The removal of names of Garissa residents from the United Nations High Commission for Refugees database is at an advanced stage, a top state official has said.
Northeastern regional commissioner Nicodemus Ndalana urged Garissa leaders to be patient following concerns that the delisting process had dragged.
MPs Mohamed Dahiye (Dadaab), Mohamed Hire (Lagdera), Sofia Abdi Noor (Ijara) and Garissa Woman MP Anab Gure had said that the government was not in a hurry to complete the process and issue the Kenyans ID cards.
Former Governor Nathif Jama and former MPs Mohamed Shidiye, Farah Maalim and several MCAs had joined their colleagues in calling for the speedy resolution of the matter.
They spoke during the commissioning of the Liboi subcounty. The offices were built using the Dadaab CDF kitty. Kipkoech Kigen is the new deputy county commissioner.
Ndalana told the leaders that the delisting was on course and “soon there will be some positive news”.
In November 2019, the government launched a month-long exercise to delist Kenyans from the UNCHR database. Many had registered as refugees to receive free food from aid agencies and get help relocating to the West.
“When the government heeded to our pleas and launched the exercise a year ago, we were a very happy lot both as leaders and those who were affected. Unfortunately, our joy has been short-lived since nothing seems to be moving,” Dahiye said.
“I have tried my best to follow up on the matter through the relevant offices but all I am told is that it is being worked on. Surely until when. We are talking about people who have lost independence. They cannot move around, go to college or even open a bank account,” he added.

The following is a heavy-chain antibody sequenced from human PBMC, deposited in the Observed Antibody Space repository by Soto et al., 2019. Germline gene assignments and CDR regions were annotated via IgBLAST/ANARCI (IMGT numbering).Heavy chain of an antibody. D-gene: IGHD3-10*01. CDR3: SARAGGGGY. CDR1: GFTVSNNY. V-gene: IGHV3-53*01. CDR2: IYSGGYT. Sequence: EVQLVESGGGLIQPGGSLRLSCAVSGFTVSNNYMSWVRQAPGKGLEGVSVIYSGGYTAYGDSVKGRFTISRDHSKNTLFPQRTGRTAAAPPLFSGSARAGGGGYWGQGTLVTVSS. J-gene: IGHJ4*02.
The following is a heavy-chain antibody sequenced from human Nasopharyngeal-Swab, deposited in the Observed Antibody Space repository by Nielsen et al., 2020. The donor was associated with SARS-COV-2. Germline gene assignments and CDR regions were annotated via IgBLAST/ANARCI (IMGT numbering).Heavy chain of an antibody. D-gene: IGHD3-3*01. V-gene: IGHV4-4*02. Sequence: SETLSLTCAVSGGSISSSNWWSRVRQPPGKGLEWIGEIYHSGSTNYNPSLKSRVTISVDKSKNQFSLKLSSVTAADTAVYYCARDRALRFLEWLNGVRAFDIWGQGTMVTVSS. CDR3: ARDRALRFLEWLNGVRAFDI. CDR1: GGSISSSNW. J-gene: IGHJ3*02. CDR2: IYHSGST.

Hire urged the government agencies in charge to hasten the process so that the affected get their lives back on track.
Sophia said that it would be wrong for those who are handling the exercise to drag it, saying doing so “was only making the victims life’s more miserable”.
“But I would want to address the elephant in the room: Stories of people saying that the numbers of community A will become more than those of community B once the exercise is finally concluded should neither be here nor there.
“They are Kenyans and should be treated as such because it is their constitutional right. This issue is very sensitive and should not be politicised by anyone for selfish interest,” Sophia said.
The leaders also urged the government to reopen the border with Somalia now that the area is a fully-fledged subcounty. Open borders, they said, will hasten development and deepen ties between the two neighbouring countries.
Dahiye said the move will also stem insecurity, especially by persons targeting security personnel seen as out to stop illicit trade.
The regional commissioner said the reopening of borders is a bilateral matter.
“If there is a designated border point, there must be a mutual agreement between the two countries. That is where the biggest problem is. We cannot open our border whereas our neighbour’s remains closed. This a matter that is being worked on,” Ndalana said.